A: The first time I stepped foot on a track was May 11, 1986. I remember it because it was the day after my senior prom and the girls in our group took the guys to Canterbury Downs in Shakopee, Mn. I knew absolutely nothing about handicapping at that time. We didn't win that day but wanted to learn.
Q: What interested you early on?
A: Horse racing was just one year old in Minnesota and had a monopoly on the gambling in the state (Indian casinos had not yet come on the scene). I was surrounded by people getting involved. I read Steve Davidowitz's great book, Betting Thoroughbreds, and others by Andy Beyer and Tom Pritchard.
Q: Was it difficult to learn to handicap?
A: I actually remember the first Racing Form I bought. It was a few days after I went to the track for the first time. I handicapped the first race for the next racing day and picked a closer by the name of Pinon Fluke. I remember getting the St. Paul Pioneer Press the next day and seeing that he won at 9-2 odds.
Q: Did you have big wins in the early days?
A: Not really. My dad and I would attend the races together from 1986 to 1992 and were really $2 and $5 bettors. We did have 5 out of 6 in a pick 6 on a day with $300,000 in the pool. We singled a longshot named Bold Canadian. He was beaten a head by the 4-5 favorite after encountering all kinds of trouble.
Q: What got you into public handicapping?
A: I was doing the handicapping for my dad's pick 6 syndicate group. I enjoyed digging for information and sharing it in a way that made sense and was easy to understand. I guess I just carried that over and why I started the Track Phantom website. I like helping others have a chance to win.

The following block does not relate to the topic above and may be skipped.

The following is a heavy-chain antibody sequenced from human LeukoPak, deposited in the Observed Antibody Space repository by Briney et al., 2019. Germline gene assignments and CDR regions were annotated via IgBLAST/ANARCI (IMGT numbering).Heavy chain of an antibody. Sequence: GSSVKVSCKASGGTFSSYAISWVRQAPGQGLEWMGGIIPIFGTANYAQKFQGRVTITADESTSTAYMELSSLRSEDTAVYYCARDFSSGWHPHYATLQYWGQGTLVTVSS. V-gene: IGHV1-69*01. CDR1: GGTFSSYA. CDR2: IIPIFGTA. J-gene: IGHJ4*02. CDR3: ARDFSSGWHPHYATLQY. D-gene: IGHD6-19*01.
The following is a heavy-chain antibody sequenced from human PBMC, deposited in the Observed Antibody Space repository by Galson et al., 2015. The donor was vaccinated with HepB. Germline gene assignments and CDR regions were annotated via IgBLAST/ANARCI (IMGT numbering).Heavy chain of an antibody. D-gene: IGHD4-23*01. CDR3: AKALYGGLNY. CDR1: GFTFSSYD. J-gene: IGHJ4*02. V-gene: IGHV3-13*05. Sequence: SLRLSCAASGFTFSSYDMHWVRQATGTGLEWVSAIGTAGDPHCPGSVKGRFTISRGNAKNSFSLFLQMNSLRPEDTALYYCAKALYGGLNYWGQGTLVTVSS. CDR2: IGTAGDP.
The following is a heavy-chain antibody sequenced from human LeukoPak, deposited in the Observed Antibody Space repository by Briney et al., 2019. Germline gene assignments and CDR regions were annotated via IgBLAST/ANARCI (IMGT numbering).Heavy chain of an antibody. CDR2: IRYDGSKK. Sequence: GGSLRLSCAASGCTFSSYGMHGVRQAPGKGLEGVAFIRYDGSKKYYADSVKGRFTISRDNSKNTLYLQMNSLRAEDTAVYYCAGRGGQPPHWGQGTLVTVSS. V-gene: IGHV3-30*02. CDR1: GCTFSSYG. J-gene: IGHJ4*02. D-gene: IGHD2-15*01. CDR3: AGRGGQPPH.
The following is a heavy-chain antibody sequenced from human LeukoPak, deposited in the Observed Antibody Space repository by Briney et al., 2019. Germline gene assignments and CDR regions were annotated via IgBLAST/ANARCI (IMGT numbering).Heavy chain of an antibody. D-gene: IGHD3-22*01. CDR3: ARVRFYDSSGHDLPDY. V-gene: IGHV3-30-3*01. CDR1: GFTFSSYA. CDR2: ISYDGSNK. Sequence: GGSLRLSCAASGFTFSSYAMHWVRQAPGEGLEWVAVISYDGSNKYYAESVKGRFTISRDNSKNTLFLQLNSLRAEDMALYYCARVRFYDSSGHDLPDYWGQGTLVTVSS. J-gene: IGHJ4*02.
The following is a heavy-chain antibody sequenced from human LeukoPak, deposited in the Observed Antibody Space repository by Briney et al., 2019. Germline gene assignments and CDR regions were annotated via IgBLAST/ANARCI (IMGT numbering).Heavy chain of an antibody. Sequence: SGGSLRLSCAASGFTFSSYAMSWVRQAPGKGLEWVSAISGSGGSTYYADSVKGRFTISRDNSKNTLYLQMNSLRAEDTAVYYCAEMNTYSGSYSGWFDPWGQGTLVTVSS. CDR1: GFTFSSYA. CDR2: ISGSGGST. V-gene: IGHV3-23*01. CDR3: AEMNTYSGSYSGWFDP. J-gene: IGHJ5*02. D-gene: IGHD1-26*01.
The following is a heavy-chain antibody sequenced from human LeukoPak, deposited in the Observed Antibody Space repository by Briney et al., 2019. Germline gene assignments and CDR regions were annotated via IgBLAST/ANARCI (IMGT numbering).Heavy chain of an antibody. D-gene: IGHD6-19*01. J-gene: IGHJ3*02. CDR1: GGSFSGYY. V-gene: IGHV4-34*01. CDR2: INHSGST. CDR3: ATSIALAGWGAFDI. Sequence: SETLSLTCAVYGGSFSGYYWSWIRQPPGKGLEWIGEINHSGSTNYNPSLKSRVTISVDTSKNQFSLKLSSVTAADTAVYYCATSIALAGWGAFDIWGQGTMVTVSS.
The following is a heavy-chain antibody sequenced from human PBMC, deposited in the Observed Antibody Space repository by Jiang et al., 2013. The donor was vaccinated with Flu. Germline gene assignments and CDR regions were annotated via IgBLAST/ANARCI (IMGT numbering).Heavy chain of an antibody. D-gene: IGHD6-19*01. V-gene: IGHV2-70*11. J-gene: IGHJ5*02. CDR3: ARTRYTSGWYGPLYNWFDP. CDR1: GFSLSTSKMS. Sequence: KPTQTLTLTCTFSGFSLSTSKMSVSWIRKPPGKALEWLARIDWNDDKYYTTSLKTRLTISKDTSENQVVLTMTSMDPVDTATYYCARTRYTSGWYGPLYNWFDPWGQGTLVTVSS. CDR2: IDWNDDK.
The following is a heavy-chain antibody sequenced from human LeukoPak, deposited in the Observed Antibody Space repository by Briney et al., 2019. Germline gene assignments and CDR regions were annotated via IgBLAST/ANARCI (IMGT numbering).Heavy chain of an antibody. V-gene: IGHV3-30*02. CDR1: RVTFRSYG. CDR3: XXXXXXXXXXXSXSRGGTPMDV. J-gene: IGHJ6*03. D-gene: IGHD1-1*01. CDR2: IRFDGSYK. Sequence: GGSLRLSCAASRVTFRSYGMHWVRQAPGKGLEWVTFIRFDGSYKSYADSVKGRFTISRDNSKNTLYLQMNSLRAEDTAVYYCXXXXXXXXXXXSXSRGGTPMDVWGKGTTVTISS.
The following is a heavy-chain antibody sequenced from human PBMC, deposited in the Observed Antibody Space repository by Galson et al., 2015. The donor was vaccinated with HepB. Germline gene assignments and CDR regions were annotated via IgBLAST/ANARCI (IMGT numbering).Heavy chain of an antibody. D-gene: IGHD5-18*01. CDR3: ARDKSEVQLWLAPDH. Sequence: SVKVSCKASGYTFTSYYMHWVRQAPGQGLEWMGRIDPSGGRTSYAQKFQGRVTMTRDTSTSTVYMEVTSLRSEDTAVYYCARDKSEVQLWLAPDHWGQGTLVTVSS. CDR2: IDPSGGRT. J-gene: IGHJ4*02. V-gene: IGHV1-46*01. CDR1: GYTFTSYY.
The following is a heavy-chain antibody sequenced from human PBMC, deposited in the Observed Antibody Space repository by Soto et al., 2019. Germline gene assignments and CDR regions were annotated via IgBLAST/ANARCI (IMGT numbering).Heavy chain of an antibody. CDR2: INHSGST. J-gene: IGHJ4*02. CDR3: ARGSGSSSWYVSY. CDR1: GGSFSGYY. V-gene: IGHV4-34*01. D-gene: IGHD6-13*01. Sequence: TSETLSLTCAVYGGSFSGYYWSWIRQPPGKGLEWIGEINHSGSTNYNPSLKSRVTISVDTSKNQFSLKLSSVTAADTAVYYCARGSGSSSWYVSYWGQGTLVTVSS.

Q: What kind of handicapper are you?
A: I've always been a Daily Racing Form guy and use their Formulator tool religiously. I'd say my style is more art than science. I don't try to boil a race down to a number but treat each race differently. I identify predominant angles (trip, trainer patterns, class) and dig for answers to open questions.
Q: Are you any different from others?
A: I consider myself very different. I focus on identifying difficult to find handicapping angles, locating the live priced runners and, of course, finding the winner. I try not to be predictable and want those that follow me to use my opinion to augment their own handicapping ideas. Information trumps selections.
Q: Why give your opinions away?
A: I enjoy the process of researching data to find trends. It's very much a hobby. My betting structure is mediocre which is why I don't give out much consulting on the wagering side. It's not uncommon for others to profit on my information and I don't. I do a lot of work and don't mind sharing it with others.
Q: Can new players use your info?
A: My sheets lean towards seasoned players but are definitely easy for new players to follow and use. While my commentary assumes a base understanding of handicapping, new players are able to gain enough information to be dangerous. I'm really trying to augment information for seasoned players.
Q: What can players do to improve?
A: Read and listen! There are tons of great books, radio shows, podcasts and social media out there. A lot of sharp players are willing to give their thoughts and ideas to those who want them. Be willing to try new ideas. Put your thoughts in writing. It will crystallize your opinions and angles for race day.
Q: Why the name Track Phantom?
A: I initially wanted to keep some anonymity and was influenced by the late Dark Star (longtime radio and TV personality in Minnesota that hosted the Canterbury Report in the 1980's). Being from an area of the country not very close to tracks, I was going to be relatively unknown. In other words, a Phantom!